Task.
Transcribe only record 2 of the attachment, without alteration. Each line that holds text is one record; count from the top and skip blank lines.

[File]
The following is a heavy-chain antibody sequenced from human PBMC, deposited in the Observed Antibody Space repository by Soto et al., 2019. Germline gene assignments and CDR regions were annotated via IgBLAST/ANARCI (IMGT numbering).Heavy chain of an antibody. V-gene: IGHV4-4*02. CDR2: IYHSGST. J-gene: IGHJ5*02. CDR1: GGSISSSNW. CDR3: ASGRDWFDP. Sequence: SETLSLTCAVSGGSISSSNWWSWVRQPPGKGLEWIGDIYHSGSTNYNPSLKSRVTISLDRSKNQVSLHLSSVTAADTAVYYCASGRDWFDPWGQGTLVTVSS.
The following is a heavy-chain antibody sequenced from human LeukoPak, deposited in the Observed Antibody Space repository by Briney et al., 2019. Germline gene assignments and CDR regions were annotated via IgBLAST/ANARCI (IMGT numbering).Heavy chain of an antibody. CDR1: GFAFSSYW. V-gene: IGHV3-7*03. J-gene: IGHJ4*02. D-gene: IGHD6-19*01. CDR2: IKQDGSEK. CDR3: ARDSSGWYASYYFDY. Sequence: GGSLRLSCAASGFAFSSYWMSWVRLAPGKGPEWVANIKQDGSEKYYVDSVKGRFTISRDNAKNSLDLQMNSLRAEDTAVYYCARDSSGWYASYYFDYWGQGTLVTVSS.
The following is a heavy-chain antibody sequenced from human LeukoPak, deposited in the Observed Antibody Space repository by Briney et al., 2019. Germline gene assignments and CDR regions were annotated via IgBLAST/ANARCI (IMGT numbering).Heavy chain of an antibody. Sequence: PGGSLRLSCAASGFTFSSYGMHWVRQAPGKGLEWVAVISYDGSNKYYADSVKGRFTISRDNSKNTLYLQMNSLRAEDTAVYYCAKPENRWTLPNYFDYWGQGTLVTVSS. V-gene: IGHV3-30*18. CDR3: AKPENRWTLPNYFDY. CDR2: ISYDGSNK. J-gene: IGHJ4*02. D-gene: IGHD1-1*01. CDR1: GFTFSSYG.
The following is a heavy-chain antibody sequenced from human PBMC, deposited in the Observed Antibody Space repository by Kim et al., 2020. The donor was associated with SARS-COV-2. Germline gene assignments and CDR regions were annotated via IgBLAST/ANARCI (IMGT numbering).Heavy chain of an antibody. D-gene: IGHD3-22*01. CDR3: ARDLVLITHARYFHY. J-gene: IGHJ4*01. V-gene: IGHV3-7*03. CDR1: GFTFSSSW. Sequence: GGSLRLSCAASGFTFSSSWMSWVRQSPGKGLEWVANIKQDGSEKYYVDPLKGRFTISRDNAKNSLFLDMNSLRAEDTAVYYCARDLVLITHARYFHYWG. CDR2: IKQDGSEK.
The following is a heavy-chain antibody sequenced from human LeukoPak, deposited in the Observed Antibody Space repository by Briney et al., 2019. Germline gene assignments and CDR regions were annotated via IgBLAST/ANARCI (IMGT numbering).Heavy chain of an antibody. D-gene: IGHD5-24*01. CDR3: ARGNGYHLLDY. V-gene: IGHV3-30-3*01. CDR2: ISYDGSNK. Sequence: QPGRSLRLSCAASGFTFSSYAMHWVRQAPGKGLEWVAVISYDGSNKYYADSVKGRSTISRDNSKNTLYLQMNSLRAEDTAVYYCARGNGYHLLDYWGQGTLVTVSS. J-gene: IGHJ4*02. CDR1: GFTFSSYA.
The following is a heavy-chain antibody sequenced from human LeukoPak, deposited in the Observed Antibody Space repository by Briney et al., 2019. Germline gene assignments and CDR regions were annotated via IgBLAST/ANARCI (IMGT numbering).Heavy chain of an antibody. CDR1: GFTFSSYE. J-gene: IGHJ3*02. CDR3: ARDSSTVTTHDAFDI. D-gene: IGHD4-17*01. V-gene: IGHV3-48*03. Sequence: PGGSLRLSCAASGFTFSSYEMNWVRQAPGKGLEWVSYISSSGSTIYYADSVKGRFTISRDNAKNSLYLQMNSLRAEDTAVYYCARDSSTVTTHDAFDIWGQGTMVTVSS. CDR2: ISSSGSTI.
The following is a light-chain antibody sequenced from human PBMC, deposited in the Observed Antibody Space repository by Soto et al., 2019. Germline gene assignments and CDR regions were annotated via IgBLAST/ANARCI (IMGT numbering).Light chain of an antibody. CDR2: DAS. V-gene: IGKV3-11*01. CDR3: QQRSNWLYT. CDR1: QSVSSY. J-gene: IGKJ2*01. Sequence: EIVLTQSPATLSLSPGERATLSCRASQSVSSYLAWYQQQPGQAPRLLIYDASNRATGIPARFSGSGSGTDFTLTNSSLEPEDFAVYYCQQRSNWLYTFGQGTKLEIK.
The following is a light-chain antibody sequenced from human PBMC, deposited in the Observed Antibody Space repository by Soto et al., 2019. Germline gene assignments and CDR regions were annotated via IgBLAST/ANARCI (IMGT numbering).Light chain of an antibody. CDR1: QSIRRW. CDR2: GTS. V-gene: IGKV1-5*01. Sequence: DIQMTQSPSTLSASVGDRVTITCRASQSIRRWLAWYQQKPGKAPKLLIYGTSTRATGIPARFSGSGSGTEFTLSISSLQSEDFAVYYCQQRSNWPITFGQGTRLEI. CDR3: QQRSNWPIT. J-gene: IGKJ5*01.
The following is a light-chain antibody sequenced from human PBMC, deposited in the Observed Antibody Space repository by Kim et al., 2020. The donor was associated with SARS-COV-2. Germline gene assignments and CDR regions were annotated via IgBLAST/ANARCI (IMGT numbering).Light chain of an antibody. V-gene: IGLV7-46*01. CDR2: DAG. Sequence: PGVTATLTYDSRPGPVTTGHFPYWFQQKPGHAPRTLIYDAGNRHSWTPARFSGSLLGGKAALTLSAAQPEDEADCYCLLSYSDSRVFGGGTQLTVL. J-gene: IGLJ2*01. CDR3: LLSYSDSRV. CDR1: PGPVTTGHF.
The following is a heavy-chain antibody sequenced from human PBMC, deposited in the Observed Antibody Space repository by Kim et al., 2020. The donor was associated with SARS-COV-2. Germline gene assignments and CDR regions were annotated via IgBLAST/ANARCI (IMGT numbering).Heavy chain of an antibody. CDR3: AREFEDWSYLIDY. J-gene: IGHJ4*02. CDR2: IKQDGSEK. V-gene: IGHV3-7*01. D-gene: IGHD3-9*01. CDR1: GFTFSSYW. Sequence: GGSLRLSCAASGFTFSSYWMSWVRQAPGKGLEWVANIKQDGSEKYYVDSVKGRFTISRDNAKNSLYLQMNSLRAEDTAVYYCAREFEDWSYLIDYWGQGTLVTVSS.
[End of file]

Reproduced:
The following is a heavy-chain antibody sequenced from human LeukoPak, deposited in the Observed Antibody Space repository by Briney et al., 2019. Germline gene assignments and CDR regions were annotated via IgBLAST/ANARCI (IMGT numbering).Heavy chain of an antibody. CDR1: GFAFSSYW. V-gene: IGHV3-7*03. J-gene: IGHJ4*02. D-gene: IGHD6-19*01. CDR2: IKQDGSEK. CDR3: ARDSSGWYASYYFDY. Sequence: GGSLRLSCAASGFAFSSYWMSWVRLAPGKGPEWVANIKQDGSEKYYVDSVKGRFTISRDNAKNSLDLQMNSLRAEDTAVYYCARDSSGWYASYYFDYWGQGTLVTVSS.